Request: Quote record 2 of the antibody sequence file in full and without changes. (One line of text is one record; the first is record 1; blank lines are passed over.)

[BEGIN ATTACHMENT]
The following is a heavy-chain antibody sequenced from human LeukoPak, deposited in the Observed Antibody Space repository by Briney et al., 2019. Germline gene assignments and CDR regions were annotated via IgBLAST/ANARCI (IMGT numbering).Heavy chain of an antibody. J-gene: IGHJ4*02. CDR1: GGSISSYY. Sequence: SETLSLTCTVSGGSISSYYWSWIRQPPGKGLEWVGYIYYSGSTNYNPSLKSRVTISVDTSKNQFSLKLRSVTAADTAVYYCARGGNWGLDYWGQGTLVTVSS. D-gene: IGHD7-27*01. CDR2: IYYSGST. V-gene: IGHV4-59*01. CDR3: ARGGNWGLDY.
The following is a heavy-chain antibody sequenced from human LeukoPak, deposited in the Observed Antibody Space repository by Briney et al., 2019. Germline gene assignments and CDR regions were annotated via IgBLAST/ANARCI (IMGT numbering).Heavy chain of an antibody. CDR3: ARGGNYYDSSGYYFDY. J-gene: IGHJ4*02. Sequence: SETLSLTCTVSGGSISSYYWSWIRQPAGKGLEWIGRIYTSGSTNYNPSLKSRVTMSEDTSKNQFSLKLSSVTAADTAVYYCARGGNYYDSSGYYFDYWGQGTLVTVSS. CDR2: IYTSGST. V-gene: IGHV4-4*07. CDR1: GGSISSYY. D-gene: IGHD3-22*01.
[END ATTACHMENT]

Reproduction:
The following is a heavy-chain antibody sequenced from human LeukoPak, deposited in the Observed Antibody Space repository by Briney et al., 2019. Germline gene assignments and CDR regions were annotated via IgBLAST/ANARCI (IMGT numbering).Heavy chain of an antibody. CDR3: ARGGNYYDSSGYYFDY. J-gene: IGHJ4*02. Sequence: SETLSLTCTVSGGSISSYYWSWIRQPAGKGLEWIGRIYTSGSTNYNPSLKSRVTMSEDTSKNQFSLKLSSVTAADTAVYYCARGGNYYDSSGYYFDYWGQGTLVTVSS. CDR2: IYTSGST. V-gene: IGHV4-4*07. CDR1: GGSISSYY. D-gene: IGHD3-22*01.